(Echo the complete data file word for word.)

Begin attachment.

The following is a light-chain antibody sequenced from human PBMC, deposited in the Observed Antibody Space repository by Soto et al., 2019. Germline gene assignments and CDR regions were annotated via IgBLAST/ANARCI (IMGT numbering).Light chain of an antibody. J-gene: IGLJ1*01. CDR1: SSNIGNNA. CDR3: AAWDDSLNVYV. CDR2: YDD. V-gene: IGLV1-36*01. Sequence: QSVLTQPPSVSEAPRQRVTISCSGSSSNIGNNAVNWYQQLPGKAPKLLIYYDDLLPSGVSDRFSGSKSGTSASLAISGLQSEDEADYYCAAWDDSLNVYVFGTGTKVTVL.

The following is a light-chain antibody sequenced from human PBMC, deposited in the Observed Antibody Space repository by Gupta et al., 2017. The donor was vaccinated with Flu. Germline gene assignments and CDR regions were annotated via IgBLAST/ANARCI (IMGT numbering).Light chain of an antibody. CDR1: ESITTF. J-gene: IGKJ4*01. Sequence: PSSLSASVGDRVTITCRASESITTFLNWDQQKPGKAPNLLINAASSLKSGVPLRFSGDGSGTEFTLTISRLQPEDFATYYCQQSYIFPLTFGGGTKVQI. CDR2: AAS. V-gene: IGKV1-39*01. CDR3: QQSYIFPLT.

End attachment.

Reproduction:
The following is a light-chain antibody sequenced from human PBMC, deposited in the Observed Antibody Space repository by Soto et al., 2019. Germline gene assignments and CDR regions were annotated via IgBLAST/ANARCI (IMGT numbering).Light chain of an antibody. J-gene: IGLJ1*01. CDR1: SSNIGNNA. CDR3: AAWDDSLNVYV. CDR2: YDD. V-gene: IGLV1-36*01. Sequence: QSVLTQPPSVSEAPRQRVTISCSGSSSNIGNNAVNWYQQLPGKAPKLLIYYDDLLPSGVSDRFSGSKSGTSASLAISGLQSEDEADYYCAAWDDSLNVYVFGTGTKVTVL.

The following is a light-chain antibody sequenced from human PBMC, deposited in the Observed Antibody Space repository by Gupta et al., 2017. The donor was vaccinated with Flu. Germline gene assignments and CDR regions were annotated via IgBLAST/ANARCI (IMGT numbering).Light chain of an antibody. CDR1: ESITTF. J-gene: IGKJ4*01. Sequence: PSSLSASVGDRVTITCRASESITTFLNWDQQKPGKAPNLLINAASSLKSGVPLRFSGDGSGTEFTLTISRLQPEDFATYYCQQSYIFPLTFGGGTKVQI. CDR2: AAS. V-gene: IGKV1-39*01. CDR3: QQSYIFPLT.